Centaur Stage Impact from LCROSS Shepherd spacecraft Mid-Infrared camera (MIR1), sensitive to wavelengths from 6.0 – 10.0 microns. The thermal signature of the impact is detected clearly; yellow arrow points to thermal signature of the Centaur impact collected at ~ 600 km, with resolution at ~ 1.02 kms/pix. White colors represent temperatures of approximately +35°C, reds are approximately +18°C, dark blues are approximately -45°C and black areas below -50°C. [NASA/LCROSS/ARC]
The moon has been getting a lot of traffic recently. Missions from the U.S., India, and Japan have all flown by, or into, our lunar neighbor. Planetary scientist Paul Spudis explains how the data collected may help make the moon a pit stop for future planetary missions.
NASA crashed a piece of space junk into the moon's south pole this morning to find out if the dark, cold craters there contain water in the form of ice.
The impact of the 2.2-ton empty rocket part kicked up a cloud of dust. Then, a spacecraft flew down through that dust, checking for water, and sent data and live footage of the impact back to Earth, before crashing into the moon as well.
NASA broadcast the images on its Web site, but it wasn't as dramatic as some had hoped — just a scene full of gray craters that slowly got bigger and bigger as the spacecraft seemed to creep toward the moon frame by frame.
Viewers did not see a flash from the impact itself or the cloud of dust that followed, although NASA did say the spacecraft's instruments appeared to be working normally.
Researchers are now analyzing the data gathered from the event, NASA said, and expect to know for certain if the impact dislodged any water in about two weeks.
Crashing Into A Crater
The Lunar Crater Observation and Sensing Satellite, or LCROSS, mission blasted off in June. Its target was a dark, cold, permanently shadowed crater near the moon's south pole. Scientists suspect that craters like this one might contain water in the form of ice.
At 7:31 a.m. EDT, the LCROSS mission sent an empty rocket part that weighs as much as a large SUV crashing into the target crater with a force expected to be around 5,600 mph.
"It will kick up whatever is on the floor of the crater. That may very well include water ice. That is the whole point of the mission," Dan Andrews, NASA's project manager for LCROSS, said before the impact.
Four minutes later, an observation spacecraft equipped with five cameras and four other scientific instruments hit the lunar surface. It was to fly right through the plume created by the first impact, and the instruments were to study the cloud's composition and send data back to Earth in real time.
All the information had to come back immediately because the probe had only minutes to gather data before crashing into the moon. "And game over, we're done," Andrews said.
Looking For Water
Back on Earth, professional observatories and amateur astronomy groups were watching for the plume through telescopes. The Hubble Space Telescope was keeping an eye on the impact.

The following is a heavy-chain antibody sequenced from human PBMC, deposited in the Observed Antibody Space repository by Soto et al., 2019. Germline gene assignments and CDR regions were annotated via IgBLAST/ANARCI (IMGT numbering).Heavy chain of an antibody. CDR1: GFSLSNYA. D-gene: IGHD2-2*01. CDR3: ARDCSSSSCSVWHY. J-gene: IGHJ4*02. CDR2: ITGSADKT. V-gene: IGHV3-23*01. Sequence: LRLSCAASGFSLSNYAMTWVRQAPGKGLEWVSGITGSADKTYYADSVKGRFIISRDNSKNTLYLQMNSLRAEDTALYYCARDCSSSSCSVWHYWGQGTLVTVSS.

At Los Angeles' Griffith Observatory, people who got up before dawn to look for the crash threw confused looks at each other instead, with one telescope demonstrator calling the celestial show "anticlimactic."
"I was hoping we'd see a flash or a flare," said Jim McMahon.
The moon was expected to be left with a new crater about 60 feet wide and as deep as a swimming pool.
NASA has emphasized that the impact won't hurt the moon, which is used to getting hit by space objects. It has no atmosphere to protect it and constantly gets bombarded by all kinds of meteorites, large and small.
Already Calling It A Success
Scientists hoped to know quickly if they've found evidence of stores of water stashed away in the moon's dark craters, and they began analyzing images and data immediately after the impact.
Anthony Colaprete, the NASA project scientist for this mission, said his team already knows enough to say that LCROSS was successful.
"I can certainly report there was an impact. We saw the impact. We saw the crater," he said. "And we got good measurements, spectroscopic measurements — which is what we needed — of the impact event."
Colaprete said it looks like they'll have the data they need to answer the question: Is water hidden inside the moon's darkest, coldest craters? He said it will be a while before they make any announcements.
"We've just got to sit back and be careful," he said. "Life is full of surprises. We want to be careful, not make a false negative or a false positive claim."
A Resource For Future Missions
This is of interest to NASA in part because future moon explorers might be able to make use of this resource.
Last month, scientists announced that they'd found evidence of small amounts of water spread over the surface of the moon. Although the finding was a surprise, researchers stressed that the soil on the lunar surface is drier than any desert on Earth.
The Obama administration has been reviewing NASA's current plan to build new rockets and capsules that could return humans to the moon by 2020. A panel of independent experts has reported that this goal is not feasible unless NASA's budget gets a major boost.
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